My sister constantly makes fun of me for eating so much cheese. One of her favorite memories to laugh at is a dinner at the Cheesecake Factory when I ordered fried macaroni & cheese balls for an appetizer, 4-cheese pasta for an entree, and then joked about ordering some cheese water to drink. Because cheese is clearly one of my favorite foods, I do not know what I was thinking when I decided that I would go vegan for the week. I’ve had slip-ups on various other non-vegan foods: cookies, yogurt, garlic bread, but I have yet to accidentally eat cheese. Every time I see some, my mind screams, “NO CHEESE”.
This week has made me wonder: why go cheese-less? Coincidentally, I am in the process of writing a research paper for my Communities of Hate class for which I chose to research the overlaps between the treatment of animals in modern day CAFOs and the treatment of Jews in Nazi concentration camps during the Holocaust. So where better to start than a gruesome book which goes into detail about how each animal is slaughtered? In Mark H. Bernsteins book Without a Tear: Our Tragic Relationship with Animals, I had the wonderful opportunity to read about cattle being fed blood (Bernstein, 95) and chicken’s being debeaked (Bernstein, 108). I suppose that this book has come at the perfect time, and has given me a valid and heartbreaking reason as to why I am sacrificing my beloved cheese for the week.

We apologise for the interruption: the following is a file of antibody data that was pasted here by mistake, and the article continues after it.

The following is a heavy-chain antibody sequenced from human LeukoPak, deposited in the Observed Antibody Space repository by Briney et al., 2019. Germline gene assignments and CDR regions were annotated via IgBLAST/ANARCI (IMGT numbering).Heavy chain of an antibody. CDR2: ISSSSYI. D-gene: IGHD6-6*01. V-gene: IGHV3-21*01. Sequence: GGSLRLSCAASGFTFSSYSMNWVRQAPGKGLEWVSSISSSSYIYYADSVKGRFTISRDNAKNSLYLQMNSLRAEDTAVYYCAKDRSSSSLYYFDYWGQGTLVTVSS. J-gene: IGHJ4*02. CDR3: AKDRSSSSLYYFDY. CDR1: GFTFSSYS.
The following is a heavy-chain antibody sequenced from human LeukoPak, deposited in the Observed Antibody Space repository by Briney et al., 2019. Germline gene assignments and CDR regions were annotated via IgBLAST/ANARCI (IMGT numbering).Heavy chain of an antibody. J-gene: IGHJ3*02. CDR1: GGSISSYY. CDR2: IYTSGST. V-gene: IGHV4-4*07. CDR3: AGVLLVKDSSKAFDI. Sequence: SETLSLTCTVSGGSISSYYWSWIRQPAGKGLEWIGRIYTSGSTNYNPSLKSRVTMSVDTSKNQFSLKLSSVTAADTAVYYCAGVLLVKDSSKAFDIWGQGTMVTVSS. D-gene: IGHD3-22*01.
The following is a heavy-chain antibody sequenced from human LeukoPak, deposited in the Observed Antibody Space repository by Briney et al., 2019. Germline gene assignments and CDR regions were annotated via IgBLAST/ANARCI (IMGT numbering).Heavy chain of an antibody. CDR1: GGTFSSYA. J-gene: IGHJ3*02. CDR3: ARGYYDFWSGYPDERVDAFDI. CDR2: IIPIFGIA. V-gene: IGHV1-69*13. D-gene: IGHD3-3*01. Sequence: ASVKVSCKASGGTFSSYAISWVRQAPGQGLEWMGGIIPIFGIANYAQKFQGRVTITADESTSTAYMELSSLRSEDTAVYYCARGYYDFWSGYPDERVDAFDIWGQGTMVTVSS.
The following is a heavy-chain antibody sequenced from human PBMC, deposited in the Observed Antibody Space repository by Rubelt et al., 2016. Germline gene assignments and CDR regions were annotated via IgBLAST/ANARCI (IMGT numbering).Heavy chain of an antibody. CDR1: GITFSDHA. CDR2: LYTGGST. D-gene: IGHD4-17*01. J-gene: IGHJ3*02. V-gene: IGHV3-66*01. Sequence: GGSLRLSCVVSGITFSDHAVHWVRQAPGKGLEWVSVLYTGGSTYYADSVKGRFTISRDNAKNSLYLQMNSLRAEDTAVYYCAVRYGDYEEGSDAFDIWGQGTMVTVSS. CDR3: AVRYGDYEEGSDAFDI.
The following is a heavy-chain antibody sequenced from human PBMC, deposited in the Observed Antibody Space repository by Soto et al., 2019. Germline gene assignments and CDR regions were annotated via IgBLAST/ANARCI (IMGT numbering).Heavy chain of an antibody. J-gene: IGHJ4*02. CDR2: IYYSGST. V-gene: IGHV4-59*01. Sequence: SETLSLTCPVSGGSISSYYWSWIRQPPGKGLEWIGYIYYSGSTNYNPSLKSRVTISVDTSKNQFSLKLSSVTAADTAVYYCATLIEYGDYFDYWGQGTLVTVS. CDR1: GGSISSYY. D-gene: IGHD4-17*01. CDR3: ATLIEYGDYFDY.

Bernstein, Mark H. Without a Tear: Our Tragic Relationship with Animals. Chicago: University of Illinois Press, 2004.